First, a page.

Birds changing gender

To: "Greg" <>, <>
Subject: Birds changing gender
From: "Peter Woodall" <>
Date: Fri, 7 Jul 2006 10:33:08 +1000
Hi Greg and others

Your comments on the Golden Whistler are very interesting and may well
be a case of gender change that we are discussing.

However, may I make a couple of comments on the chromosomes, but I must
stress I'm no expert on genetics.

I agree with what Andrew Hobbs has just posted.
In birds, unlike mammals and most other vertebrates, the female is the
heterogametic sex not the male.  So the male sperm are all alike and not
involved in sex determination but the ova are either "male" or "female"
depending on which sex chromosome they carry.  Fertilization with a
sperm does not change this.

Also, what we are discussing here is not caused by a change in the
chromosomes, female sex chromosomes can't "change" into male chromosomes
in the one individual, but rather there are changes in the individual's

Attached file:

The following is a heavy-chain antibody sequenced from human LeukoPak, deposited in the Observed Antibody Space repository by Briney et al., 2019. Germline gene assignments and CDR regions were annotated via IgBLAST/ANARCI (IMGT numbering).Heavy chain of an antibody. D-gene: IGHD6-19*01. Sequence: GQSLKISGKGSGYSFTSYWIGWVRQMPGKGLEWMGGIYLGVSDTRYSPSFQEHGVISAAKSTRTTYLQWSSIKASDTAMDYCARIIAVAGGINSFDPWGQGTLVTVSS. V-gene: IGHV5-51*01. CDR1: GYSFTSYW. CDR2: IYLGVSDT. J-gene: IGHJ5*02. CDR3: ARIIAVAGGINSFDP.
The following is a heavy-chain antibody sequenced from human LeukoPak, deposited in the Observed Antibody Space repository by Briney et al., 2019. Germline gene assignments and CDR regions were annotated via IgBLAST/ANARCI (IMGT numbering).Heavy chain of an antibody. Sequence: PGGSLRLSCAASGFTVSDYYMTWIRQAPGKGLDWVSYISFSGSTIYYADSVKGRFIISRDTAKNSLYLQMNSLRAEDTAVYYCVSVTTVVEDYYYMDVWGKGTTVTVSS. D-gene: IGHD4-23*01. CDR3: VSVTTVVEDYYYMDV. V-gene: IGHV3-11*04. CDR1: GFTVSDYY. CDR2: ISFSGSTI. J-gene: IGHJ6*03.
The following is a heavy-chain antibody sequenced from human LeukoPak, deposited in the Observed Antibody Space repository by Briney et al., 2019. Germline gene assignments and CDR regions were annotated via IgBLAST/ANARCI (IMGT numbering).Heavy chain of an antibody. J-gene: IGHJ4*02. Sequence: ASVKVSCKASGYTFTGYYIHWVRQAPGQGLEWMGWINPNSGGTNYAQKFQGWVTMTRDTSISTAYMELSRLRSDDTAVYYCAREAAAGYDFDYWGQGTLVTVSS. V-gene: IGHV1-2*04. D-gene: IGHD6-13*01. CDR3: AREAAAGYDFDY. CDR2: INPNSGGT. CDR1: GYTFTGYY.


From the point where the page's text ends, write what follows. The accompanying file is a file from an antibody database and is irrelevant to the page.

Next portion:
hormonal environment.

In the majority of birds (exceptions are birds of prey and kiwis) there
is a single functional left ovary. This produces various hormones
(oestrogens, androgens and progestagens) which maintain the female
organs and secondary sex characteristics.  If this balance is changed
(through the loss of the functional ovary and its female hormones) then
the right, vestigial gonad develops as a male testis and produces male
hormones (androgens) leading to male secondary sexual characteristics.

The bird's chromosomes haven't changed (it is still genetically a
female) but the change in its hormone levels from the new testis can
result in changes to anatomy, physiology, behaviour and plumage.  Think
of what happens to female athletes when they take androgens.



-----Original Message-----
 On Behalf Of Greg
Sent: Friday, 7 July 2006 9:08 AM
To: Andrew Thelander; 
Subject: Birds changing gender

Hi Andrew,

Some years ago while bird banding at Tumbi Umbi, on the Central Coast of

NSW, I retrapped an adult female Golden Whistler that was assuming male
plumage characters.  I knew that it wasn't an immature male assuming
plumage as the bird was very old (for a small bird) at the time and had
recently began assuming these characters.  Its banding and retrap
was recorded on a specially designed card.  John Disney, who was the
of Birds at the Australian Museum suggested that it was probably due to
deterioration of the ovaries due to age.  I think that the XX (female)
chromosomes become XY (male).
So this phenomenon has been known for some time.


Greg Clancy

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